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Simple answers to Complex Questions and Complex Answers to Simple Questions. In real life, I'm a Greater-Toronto (Canada) Realtor with RE/MAX Hallmark Realty Ltd, Brokerage. I first joined RE/MAX in 1983 and was first Registered to Trade in Real Estate in Ontario in 1974. Formerly known as "Two-Finger Ramblings of a Forensic Acuitant turned Community Synthesizer"

Monday, October 24, 2011

New type of (USA) bond ...appeal to investors concerned that the Fed’s pledge ...and other stimulus will spark inflation.

Treasury Eyes First New Debt Type Since TIPS


Falling Yields

The Treasury has had little problem generating demand at its bond auctions even with the amount of marketable U.S. debt outstanding rising to $9.625 trillion from $4.339 trillion in mid-2007 and Standard & Poor’s cutting the U.S.’s credit rating on Aug. 5 to AA+ from AAA. Yields on 10-year notes fell to as low as 1.67 percent last month from 5.32 percent in mid-2007.

There is still a large group of investors who are spurning Treasuries, including Leon Cooperman, the chairman of hedge fund Omega Advisors Inc., who said last week during a presentation at the Value Investing Congress in New York that he “wouldn’t be caught dead owning a U.S. government bond.”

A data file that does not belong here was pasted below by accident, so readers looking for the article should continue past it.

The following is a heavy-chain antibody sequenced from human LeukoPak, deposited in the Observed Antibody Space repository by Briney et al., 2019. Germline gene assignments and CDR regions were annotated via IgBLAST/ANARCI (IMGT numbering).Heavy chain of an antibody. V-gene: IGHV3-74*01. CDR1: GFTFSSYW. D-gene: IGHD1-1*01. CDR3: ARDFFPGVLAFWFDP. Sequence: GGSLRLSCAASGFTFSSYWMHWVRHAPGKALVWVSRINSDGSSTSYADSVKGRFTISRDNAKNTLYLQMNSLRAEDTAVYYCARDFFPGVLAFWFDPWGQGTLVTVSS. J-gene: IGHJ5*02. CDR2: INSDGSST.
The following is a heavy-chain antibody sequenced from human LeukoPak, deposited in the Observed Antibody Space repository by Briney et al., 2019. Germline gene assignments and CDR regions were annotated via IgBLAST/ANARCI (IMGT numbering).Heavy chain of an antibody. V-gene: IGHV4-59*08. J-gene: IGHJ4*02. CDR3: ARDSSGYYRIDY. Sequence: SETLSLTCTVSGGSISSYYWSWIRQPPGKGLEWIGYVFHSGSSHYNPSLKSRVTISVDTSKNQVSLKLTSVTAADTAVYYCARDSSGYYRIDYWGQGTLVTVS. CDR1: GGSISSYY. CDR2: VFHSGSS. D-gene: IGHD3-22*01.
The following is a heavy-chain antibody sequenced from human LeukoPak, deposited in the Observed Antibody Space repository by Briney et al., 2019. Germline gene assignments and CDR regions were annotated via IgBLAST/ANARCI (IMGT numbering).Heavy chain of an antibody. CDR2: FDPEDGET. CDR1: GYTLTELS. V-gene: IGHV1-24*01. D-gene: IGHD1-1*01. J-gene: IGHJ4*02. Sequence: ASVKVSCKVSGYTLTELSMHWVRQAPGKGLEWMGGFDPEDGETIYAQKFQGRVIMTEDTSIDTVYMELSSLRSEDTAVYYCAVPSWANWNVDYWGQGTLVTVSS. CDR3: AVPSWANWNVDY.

There are signs that foreign demand may be diminishing. Fed data show its holdings of Treasuries on behalf of central banks and institutional investors outside America plunged $76.5 billion in the seven weeks ended Oct. 12, the steepest drop since 2007, to $2.69 trillion.

“If rates go up it could cause problems for the government because they will have to pay a higher interest rate,” Campbell Harvey, a finance professor at Duke University’s Fuqua School of Business in Durham, North Carolina, said in an interview on Oct. 19. He’s also a researcher for the National Bureau of Economic Research, which determines when recessions begin and end.


‘Convenient Product’

A floating-rate note whose coupon is reset at a rate that matches that of the six-month Treasury bill twice a year “would be a ‘convenient’ product” for which “demand will likely increase if rates are expected to rise,” TBAC wrote in its February presentation to the Treasury.


The notes “would very likely be snapped up by investors, as many now buy fixed-rate Treasuries and use the swaps market to convert them into floating-rate debt anyway, to hedge the risk exposure to changing interest rates,” Moorad Choudhry, the head of business treasury, global banking and markets at Royal Bank of Scotland Plc in London, said in an Oct. 18 interview.


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